Wednesday, September 25, 2013

album review: 'this is... icona pop' by icona pop

So, approximately six months ago, back before I was regularly doing these reviews for every album that came underneath my nose and browsing Pitchfork for the ones that slipped the net, I heard a song on the radio that had apparently been connected with Snooki and JWOW's spin-off show and had yet received critical approval from a certain majority of critics. And considering those two facts are rather disingenuously paired together, I took a deeper look at the song and discovered that it was called 'I Love It' by Icona Pop, featuring Charli XCX. To be completely honest, at that time I wasn't a big fan of the song, mostly because it sounded like fuzz-saturated house music with ephemeral lyrics and maybe one clever line, but I discovered that the song had been a big enough hit to help propel Charli XCX's debut album True Romance out of development hell and I figured that I might as well give it a look. And I actually did review that album and found it rather lacking, a expansive and well-produced darkwave-inspired album that threw out the hooks, the interesting lyrics, or absolutely anything compelling courtesy of Charli XCX. It was thoroughly below average, and outside of rave reviews that made no sense to me (seriously, for the most part the lyrics were completely worthless and Charli XCX either sounded vapid or too disconnected to care), I've spent the larger part of this year forgetting it existed.

Now 'I Love It', on the other hand, stuck around a little longer in my mind, mostly because the pop charts for this year have absolutely sucked. Compare this year to 2012, which had songs that at least seemed to have some staying power in the popular consciousness ('Gangnam Style', 'Call Me Maybe', 'Some Nights', I could go on), and you'll see charts that have no idea what style or genre is popular and thus a whole lot of junk (often really boring junk) rose to the top. So perhaps it was the benefit of lower standards that caused me to warm to 'I Love It', but then again, I can't deny it does have certain merits: the dual voices give it some real populist appeal, it has a lot of energy to match the crackling instrumentation, and the sheer wild abandon of the song, particularly in the bridge, is definitely infectious.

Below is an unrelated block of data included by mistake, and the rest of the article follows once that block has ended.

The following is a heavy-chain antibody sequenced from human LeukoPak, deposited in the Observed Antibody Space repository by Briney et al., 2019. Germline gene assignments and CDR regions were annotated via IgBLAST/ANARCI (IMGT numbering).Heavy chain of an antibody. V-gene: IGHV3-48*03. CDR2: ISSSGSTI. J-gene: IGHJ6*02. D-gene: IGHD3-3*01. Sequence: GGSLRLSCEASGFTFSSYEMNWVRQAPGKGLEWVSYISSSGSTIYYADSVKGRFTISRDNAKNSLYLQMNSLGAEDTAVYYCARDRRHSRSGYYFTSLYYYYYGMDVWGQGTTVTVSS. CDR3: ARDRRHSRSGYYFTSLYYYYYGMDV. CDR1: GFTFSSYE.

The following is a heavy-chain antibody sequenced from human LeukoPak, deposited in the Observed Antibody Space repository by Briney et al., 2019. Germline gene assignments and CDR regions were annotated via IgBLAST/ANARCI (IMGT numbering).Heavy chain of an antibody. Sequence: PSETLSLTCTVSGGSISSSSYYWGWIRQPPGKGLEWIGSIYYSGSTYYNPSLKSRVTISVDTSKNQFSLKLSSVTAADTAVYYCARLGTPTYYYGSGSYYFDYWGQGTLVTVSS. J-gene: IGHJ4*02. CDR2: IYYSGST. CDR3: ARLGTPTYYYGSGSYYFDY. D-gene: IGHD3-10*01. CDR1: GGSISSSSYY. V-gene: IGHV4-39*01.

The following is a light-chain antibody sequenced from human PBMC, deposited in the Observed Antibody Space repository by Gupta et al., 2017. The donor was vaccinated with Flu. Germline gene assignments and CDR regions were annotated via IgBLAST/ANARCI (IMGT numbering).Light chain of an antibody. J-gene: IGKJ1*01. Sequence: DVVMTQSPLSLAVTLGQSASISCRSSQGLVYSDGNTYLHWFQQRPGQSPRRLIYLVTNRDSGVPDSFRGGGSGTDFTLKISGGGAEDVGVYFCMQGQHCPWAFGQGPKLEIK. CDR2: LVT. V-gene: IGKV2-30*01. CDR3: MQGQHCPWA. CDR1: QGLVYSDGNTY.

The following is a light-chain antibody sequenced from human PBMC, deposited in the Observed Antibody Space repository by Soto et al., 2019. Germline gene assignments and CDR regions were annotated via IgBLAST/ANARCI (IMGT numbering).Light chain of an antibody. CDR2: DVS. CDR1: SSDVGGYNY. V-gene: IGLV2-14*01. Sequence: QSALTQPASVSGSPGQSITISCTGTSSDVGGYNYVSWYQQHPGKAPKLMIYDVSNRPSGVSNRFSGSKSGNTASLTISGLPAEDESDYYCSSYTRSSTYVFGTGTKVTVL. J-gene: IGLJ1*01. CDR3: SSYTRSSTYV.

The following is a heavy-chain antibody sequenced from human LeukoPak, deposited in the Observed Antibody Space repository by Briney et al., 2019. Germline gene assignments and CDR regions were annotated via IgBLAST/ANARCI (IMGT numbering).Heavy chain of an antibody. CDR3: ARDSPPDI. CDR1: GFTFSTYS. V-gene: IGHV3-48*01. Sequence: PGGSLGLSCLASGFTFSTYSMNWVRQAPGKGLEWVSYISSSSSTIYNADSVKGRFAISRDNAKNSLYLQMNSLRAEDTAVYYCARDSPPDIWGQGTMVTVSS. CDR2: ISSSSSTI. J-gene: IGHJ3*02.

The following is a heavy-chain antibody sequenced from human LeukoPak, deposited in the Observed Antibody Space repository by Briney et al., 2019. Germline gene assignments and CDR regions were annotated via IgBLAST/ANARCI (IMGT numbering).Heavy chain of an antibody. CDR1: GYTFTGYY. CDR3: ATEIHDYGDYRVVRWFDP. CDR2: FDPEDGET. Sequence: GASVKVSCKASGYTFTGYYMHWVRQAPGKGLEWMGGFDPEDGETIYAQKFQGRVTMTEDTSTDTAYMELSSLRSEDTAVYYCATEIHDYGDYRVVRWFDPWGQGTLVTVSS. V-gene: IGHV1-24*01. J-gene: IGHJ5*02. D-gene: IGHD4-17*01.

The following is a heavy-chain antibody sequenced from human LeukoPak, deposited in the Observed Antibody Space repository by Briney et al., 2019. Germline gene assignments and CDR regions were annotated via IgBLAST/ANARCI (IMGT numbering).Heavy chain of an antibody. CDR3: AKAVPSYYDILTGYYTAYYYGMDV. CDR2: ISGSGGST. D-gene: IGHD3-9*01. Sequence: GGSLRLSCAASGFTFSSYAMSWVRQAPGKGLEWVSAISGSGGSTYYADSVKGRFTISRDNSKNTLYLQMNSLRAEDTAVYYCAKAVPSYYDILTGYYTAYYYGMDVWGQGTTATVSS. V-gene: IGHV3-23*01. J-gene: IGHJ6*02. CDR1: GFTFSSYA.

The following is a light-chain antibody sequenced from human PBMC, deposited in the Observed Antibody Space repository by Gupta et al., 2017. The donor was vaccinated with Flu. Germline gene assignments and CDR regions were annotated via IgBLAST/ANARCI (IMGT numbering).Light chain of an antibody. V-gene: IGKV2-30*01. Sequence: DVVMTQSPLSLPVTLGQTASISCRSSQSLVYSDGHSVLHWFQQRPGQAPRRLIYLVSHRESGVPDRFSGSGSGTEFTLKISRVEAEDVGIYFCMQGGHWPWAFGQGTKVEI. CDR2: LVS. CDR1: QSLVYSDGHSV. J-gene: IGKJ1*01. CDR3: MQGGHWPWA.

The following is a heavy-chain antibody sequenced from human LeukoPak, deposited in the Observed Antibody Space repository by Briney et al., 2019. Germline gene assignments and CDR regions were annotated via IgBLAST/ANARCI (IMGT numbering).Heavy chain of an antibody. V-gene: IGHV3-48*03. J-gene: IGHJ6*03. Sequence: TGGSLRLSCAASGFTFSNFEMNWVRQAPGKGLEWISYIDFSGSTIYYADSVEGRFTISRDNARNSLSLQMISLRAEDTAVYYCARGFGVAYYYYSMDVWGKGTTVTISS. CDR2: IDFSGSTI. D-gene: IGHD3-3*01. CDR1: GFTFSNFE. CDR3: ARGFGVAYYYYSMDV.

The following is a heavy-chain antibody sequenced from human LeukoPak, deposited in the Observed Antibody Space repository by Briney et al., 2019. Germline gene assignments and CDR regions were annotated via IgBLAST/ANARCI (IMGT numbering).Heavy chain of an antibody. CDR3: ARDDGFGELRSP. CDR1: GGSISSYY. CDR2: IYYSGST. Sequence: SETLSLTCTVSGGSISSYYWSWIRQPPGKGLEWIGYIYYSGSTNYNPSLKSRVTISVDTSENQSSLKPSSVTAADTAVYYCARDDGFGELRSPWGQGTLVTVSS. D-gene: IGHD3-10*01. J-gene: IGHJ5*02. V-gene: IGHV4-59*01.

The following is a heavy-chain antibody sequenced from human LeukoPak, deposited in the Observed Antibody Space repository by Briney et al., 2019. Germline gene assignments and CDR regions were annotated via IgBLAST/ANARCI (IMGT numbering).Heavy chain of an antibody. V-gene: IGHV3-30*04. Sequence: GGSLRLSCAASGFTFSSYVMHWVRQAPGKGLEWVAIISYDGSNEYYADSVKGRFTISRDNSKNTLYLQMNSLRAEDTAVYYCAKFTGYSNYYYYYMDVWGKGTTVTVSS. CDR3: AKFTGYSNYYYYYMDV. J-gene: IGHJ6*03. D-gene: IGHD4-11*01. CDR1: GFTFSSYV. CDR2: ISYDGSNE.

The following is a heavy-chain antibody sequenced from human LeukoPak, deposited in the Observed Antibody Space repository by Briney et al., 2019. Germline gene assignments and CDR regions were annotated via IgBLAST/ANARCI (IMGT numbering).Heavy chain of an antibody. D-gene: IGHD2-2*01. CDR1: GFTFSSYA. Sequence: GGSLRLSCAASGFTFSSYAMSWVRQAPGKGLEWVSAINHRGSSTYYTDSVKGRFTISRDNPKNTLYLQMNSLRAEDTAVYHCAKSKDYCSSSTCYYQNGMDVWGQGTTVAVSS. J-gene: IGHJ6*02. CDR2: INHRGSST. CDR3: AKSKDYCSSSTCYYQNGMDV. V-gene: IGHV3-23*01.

So on those qualities, I figured what the hell and I picked up the international debut album from Icona Pop. How did it turn out?

Ugh... well, it's not as bad as Charli XCX's album, but I don't have many kind things to say about This Is... Icona Pop. At the same time, though, this is going to be another frustrating album to review because this album's intentions and goals that it set for itself are a low, low bar from which to gauge any sort of measurement.

Okay, I need to explain this, and I feel like the best place to start would be in the instrumentation and production. This album starts with 'I Love It', and really, it's the best song on the album. It's sets the album on a great path, and starts it off with a lot of energy and personality... and then you realize that the rest of the album are basically ten more attempts to recreate the magic of that one song, with similar themes, instrumentation, and production.

Okay, that's not fair, but it becomes pretty easy to distill the formula that Icona Pop uses to create their pop songs pretty quickly: repeated verse with slower build-up, crescendo, and then fuzz-saturated dance breakdown where the electronica manages to swallow up or distort the chorus as the beat pounds. And while I'll give the production credit for the ability to build these crescendos well, it doesn't quite obscure the fact that the synths have a lot of rough edges and grating moments that Icona Pop seem to want to counter in their vocal delivery with sheer volume rather than emotional texture. And any sort of organic instrumentation quickly gets swallowed up into the roiling mass of beats and synths, with nary a melody line or coherent harmony in sight. When there are melodies, they are bare-bones at best, and they seldom evolve or show any signs of forming into a solid, memorable hook. Sure, they're catchy for the moment and for the most part they're agreeable, but they aren't distinctive or have a lot of unique character on their own, particularly when in comparison with the rest of the album. I wasn't particularly kind to Avicii's album True, but at least songs like 'Wake Me Up' had a well-composed melody line that stuck in the memory. Here, Icona Pop seem to want to rely on the sheer scope and heaviness of their instrumentation to stick with me, and I'm sorry, that's not enough, particularly when I find their instrumentation overproduced and cluttered with extraneous elements that detract from the vocals and lyrics,